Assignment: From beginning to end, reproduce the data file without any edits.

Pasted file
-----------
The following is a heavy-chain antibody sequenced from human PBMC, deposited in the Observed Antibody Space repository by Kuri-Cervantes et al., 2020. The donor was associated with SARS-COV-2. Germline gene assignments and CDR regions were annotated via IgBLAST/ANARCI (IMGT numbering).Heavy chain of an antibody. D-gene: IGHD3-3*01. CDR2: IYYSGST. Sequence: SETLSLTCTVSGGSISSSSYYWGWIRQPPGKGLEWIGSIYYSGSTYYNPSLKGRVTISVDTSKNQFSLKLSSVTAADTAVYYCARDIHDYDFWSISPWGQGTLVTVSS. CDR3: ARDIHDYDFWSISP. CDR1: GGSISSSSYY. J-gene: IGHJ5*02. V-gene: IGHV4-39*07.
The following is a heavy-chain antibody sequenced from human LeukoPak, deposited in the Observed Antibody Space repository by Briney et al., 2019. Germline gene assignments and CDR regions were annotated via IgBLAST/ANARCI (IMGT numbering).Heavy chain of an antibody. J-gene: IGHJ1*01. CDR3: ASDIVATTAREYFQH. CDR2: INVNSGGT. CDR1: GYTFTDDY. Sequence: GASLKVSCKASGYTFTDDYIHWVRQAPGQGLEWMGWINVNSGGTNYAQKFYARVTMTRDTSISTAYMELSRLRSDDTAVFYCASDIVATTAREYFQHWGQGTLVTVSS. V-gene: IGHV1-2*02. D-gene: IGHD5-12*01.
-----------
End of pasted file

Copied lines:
The following is a heavy-chain antibody sequenced from human PBMC, deposited in the Observed Antibody Space repository by Kuri-Cervantes et al., 2020. The donor was associated with SARS-COV-2. Germline gene assignments and CDR regions were annotated via IgBLAST/ANARCI (IMGT numbering).Heavy chain of an antibody. D-gene: IGHD3-3*01. CDR2: IYYSGST. Sequence: SETLSLTCTVSGGSISSSSYYWGWIRQPPGKGLEWIGSIYYSGSTYYNPSLKGRVTISVDTSKNQFSLKLSSVTAADTAVYYCARDIHDYDFWSISPWGQGTLVTVSS. CDR3: ARDIHDYDFWSISP. CDR1: GGSISSSSYY. J-gene: IGHJ5*02. V-gene: IGHV4-39*07.
The following is a heavy-chain antibody sequenced from human LeukoPak, deposited in the Observed Antibody Space repository by Briney et al., 2019. Germline gene assignments and CDR regions were annotated via IgBLAST/ANARCI (IMGT numbering).Heavy chain of an antibody. J-gene: IGHJ1*01. CDR3: ASDIVATTAREYFQH. CDR2: INVNSGGT. CDR1: GYTFTDDY. Sequence: GASLKVSCKASGYTFTDDYIHWVRQAPGQGLEWMGWINVNSGGTNYAQKFYARVTMTRDTSISTAYMELSRLRSDDTAVFYCASDIVATTAREYFQHWGQGTLVTVSS. V-gene: IGHV1-2*02. D-gene: IGHD5-12*01.